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ACLaversa
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Post by ACLaversa »

Fred Wilson wrote: Plus the differences between all the big name companies products are minimal. Tiny factors. Not worth spending any time on at the novice level.
I feel that same way about some of the climbing gear I use, and prefer to review differences between the more high performance gear I used when I stepped up to the "big boy plate", but alas I still ended up breaking the beginner equipment down for my students because they constantly asked. I think when your chin deep in an adventure sport it is harder to explain the small differences between one novice carabiner and the next, but it is important to the ones just starting out. They want to feel confident in the gear they buy...I mean they are trusting their lives to it...so despite the fact that there may not be many differences there are some and those are worth discussing.
Fred Wilson wrote: Your graph shows some serious attitude. Thumbs Up!
As I said before...
ACLaversa wrote: I am a mature, intelligent, detail oriented and organized individual.
...and when your serious about starting out in a sport like this I believe you have to be. Again, your life is on the line, there is no mistaking that.
Fred Wilson wrote: We had one nearby novice that went out and bought a whacking expensive flight deck GPS / vario / flight computer combo and flew quite unknowingly straight into a mountain face from way, way out. Eyes glued to the dweeb stuff instead of staying down to earth sensible. Classic story. "Learn from our mistakes, not your own... its way way easier on the pocket book and bones!"
Great story! I feel bad for him, and I am of the new age tech-crowd, but I also understand that one reason HG is so beautiful is because of its simplicity...no one should over complicate the experience, especially in the beginning.
Fred Wilson wrote: (Me too, I launched unhooked and scared the gee gee sus crap out of myself. Brain could not grasp the difference between the training hill and a big cliff... it thought I was a goner for sure and split from me before it had to take any of my hurt!)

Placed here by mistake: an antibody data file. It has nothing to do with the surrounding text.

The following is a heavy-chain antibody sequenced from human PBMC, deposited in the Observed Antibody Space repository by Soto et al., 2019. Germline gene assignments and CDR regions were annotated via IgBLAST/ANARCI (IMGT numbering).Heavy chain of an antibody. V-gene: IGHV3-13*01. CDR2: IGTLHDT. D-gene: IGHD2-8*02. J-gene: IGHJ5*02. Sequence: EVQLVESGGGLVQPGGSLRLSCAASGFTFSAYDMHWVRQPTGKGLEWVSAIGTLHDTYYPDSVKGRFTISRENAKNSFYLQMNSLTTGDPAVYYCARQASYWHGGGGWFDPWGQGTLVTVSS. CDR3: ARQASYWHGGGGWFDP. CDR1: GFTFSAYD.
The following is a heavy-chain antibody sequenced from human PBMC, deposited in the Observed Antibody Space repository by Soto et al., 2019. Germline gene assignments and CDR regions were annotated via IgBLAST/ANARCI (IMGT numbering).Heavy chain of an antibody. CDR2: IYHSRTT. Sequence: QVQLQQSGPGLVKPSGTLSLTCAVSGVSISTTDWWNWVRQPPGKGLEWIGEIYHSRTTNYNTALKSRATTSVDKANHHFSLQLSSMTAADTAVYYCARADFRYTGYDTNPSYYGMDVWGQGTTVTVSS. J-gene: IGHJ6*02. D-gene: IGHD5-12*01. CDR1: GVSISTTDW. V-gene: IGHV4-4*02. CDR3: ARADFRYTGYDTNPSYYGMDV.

I would have been scared as sh*t too! I am glad your around to tell the tail.
Fred Wilson wrote: Quoting another "Sky God" Martin Henry:
"Amongst the crowd of wannabee's there are generally a few who truly have the thirst. I respect them all but its the "thirsty" ones are the only ones that will stay."
Well, I am feeling pretty thirsty...I have always wanted to fly, especially growing up on an airport. I had some time in an UL, but I let go of the dream for fear it would make me like my father who I rarely saw due to so many flight hours...but he had to make a living and I was just to young to understand that. Now I see the value and happiness flight brought him in his life, even if he had to fly more than he wanted to sometimes, and I yearn for flight as I did when I was younger.
Christian Williams wrote: If some guy tries to sell you his old double surface for $500, telling you you'll outgrow your SS glider in six weeks and might as well start with a "real glider", punch him in the teeth and then back over him in your car. Be careful his ass doesn't puncture your tires. In short, he's not your friend.
I literally almost spit my Coke all over the keyboard...this was cruel and yet hilarious...kudos!
Andrew Vanis wrote:
ACLaversa wrote:All this is done not just for my own sake, but for those like me...otherwise there would be no point in posting in a thread
If that is one of the objectives, then maybe change (go back and edit or ask Scare to do it) the title on this thread to somethign like - "New pilot looking for hang glider recomendations". Then we can find it in the search easier and just point the next "exceptional one" to this thread.

cool spread sheet. An upload of the spreadsheet file would be usefull.
Done, and done...
Tormod wrote: